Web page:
Why I...believe decommissioning means more than merely handing in weapons in Northern Ireland

December 3, 1999

Peter Shirlow lectures in the school of environmental studies at the

University of Ulster.

Mapping the Spaces of Fear in North Belfast, the first phase of an ESRC research project, was

published this month. It shows how fear affects daily life in two communities One of the major realities of the Troubles in Northern Ireland is the creation and perpetuation of fear. The ceasefires have been in place for five years, yet for those in deprived communities little has changed. In the political game-playing surrounding the decommissioning of arms, the fears that affect people daily are not being addressed.

Our research shows that despite a drop in violence, there has been virtually no change in the links between the two communities we studied in North Belfast: Ardoyne, large, republican and Catholic, and Upper Ardoyne, a small Protestant community. A quarter of all people killed in the Troubles died within a mile of Alliance Avenue, the interface between the two communities.

The Protestant community, which is declining rapidly, feels besieged internally within the Ardoyne community. Ardoyne feels besieged in relation to the rest of Belfast. This produces "chill factors" - Catholics rarely use the bus service when it goes through Protestant areas and Protestants go two to three miles for their shopping rather than 100 metres down the Ardoyne Road.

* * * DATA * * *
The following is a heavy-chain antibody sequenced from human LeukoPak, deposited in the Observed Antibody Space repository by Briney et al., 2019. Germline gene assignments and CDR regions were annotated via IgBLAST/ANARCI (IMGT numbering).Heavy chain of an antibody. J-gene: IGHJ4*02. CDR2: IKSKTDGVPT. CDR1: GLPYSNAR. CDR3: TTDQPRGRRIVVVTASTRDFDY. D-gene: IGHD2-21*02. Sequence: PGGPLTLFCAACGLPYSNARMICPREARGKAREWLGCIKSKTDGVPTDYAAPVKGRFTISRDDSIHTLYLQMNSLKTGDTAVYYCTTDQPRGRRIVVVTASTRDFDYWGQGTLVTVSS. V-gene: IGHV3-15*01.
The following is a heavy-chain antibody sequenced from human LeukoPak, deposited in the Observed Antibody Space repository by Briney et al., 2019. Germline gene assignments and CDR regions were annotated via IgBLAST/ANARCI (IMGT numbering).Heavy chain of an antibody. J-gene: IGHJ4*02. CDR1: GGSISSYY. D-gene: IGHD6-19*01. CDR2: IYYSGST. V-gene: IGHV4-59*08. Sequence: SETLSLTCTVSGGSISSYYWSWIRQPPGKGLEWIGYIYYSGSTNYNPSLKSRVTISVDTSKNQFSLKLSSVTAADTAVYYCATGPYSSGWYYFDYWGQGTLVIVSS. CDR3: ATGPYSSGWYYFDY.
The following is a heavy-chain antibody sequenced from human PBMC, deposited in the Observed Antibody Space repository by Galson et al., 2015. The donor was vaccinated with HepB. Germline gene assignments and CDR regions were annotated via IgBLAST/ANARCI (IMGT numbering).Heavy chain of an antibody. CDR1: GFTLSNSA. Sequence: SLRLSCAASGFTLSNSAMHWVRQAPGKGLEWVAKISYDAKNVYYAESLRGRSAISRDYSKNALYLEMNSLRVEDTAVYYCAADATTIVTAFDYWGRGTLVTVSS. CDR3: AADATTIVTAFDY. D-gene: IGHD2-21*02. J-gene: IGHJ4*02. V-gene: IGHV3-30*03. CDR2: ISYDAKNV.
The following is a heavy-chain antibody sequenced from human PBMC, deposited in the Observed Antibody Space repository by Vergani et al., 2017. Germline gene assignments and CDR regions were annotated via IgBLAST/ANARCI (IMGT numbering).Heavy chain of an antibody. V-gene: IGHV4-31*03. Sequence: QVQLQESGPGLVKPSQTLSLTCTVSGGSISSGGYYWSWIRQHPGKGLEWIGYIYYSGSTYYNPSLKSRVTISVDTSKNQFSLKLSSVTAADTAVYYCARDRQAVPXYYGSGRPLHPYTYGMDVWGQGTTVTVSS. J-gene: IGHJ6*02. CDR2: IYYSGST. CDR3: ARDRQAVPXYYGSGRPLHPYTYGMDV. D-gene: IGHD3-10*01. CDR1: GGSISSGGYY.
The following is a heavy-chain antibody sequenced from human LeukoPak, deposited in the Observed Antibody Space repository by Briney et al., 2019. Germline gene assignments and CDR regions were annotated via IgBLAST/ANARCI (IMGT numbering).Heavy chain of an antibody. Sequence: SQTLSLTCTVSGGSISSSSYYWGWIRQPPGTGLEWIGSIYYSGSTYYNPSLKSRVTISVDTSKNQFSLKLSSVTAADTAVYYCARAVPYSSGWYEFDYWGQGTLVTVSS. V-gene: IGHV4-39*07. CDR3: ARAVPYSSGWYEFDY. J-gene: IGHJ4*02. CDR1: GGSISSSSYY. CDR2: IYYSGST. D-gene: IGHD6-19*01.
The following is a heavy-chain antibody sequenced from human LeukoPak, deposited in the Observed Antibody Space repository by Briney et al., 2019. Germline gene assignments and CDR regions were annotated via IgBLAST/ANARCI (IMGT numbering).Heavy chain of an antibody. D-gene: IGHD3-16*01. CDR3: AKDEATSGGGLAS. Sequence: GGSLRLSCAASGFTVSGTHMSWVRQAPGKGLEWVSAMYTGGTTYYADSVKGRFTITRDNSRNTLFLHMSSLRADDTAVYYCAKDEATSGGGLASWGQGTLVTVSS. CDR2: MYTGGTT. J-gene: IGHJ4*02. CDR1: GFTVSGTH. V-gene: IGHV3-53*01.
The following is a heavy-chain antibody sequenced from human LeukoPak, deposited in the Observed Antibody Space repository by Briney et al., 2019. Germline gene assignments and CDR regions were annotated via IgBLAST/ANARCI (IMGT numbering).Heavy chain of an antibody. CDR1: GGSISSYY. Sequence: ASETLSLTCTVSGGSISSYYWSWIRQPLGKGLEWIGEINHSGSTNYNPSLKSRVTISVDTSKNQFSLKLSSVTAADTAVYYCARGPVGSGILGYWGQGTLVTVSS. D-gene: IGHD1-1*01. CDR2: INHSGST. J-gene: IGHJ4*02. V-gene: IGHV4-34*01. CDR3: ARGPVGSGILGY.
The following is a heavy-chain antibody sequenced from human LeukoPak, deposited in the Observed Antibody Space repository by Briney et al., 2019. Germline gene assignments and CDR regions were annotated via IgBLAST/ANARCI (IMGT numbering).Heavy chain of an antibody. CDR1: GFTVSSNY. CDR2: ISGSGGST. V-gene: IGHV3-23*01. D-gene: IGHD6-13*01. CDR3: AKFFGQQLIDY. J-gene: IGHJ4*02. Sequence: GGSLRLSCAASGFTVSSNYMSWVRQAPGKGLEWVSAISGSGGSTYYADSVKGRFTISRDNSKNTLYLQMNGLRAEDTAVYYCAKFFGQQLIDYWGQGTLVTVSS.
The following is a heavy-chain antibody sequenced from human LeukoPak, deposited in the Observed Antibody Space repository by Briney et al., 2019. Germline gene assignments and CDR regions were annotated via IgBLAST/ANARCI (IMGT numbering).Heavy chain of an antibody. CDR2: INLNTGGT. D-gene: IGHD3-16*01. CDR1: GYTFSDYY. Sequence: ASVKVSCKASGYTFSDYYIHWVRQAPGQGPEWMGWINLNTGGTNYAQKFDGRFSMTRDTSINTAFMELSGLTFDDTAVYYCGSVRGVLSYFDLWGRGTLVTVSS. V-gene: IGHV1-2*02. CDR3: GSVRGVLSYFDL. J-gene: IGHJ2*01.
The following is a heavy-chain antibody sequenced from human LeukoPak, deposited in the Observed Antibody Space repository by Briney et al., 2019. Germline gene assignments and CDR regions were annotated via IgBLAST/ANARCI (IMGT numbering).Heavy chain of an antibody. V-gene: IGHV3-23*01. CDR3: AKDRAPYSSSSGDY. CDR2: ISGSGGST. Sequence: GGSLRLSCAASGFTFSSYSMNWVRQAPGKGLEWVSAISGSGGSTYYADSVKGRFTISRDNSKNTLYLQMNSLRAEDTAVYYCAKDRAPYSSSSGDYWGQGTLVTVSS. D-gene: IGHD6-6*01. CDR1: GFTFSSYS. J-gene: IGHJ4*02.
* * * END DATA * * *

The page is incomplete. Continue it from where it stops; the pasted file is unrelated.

A quarter of the people in each community were forced out of other areas; 33 per cent had been victims of intimidation at work and around 25 per cent were victims of some form of violence. Catholics were ten times more likely to be physically intimidated at work than Protestants.

The media constantly tells us Belfast has become a more normal society, but people still live as they did during the conflict. About 70 per cent of the population do not work, but those with jobs in mixed workplaces have fallen from 75 to 33 per cent. Sixty-eight per cent of people surveyed in Ardoyne and 37.5 per cent from Upper Ardoyne said looking for work was limited by fear. Only 17 per cent of men and 4 per cent of women would walk through an area dominated by the other religion at night.

Government, policy-makers and politicians have pretty much ignored the issue of a people's fear and its effects. There is very little policy or research on how fear dilutes the potential for economic development, normal patterns of living and the search for work.

Until fear is removed, many will not see the benefits of peace. It is the responsibility of the state, the policy-makers and the politicians to remove fear, to use language that is less oppositional and to stop playing political games over the decommissioning of weapons. Decommissioning is not just about physical weapons. To have a lasting effect, it has to change a mindset.

Interview by Helen Hague

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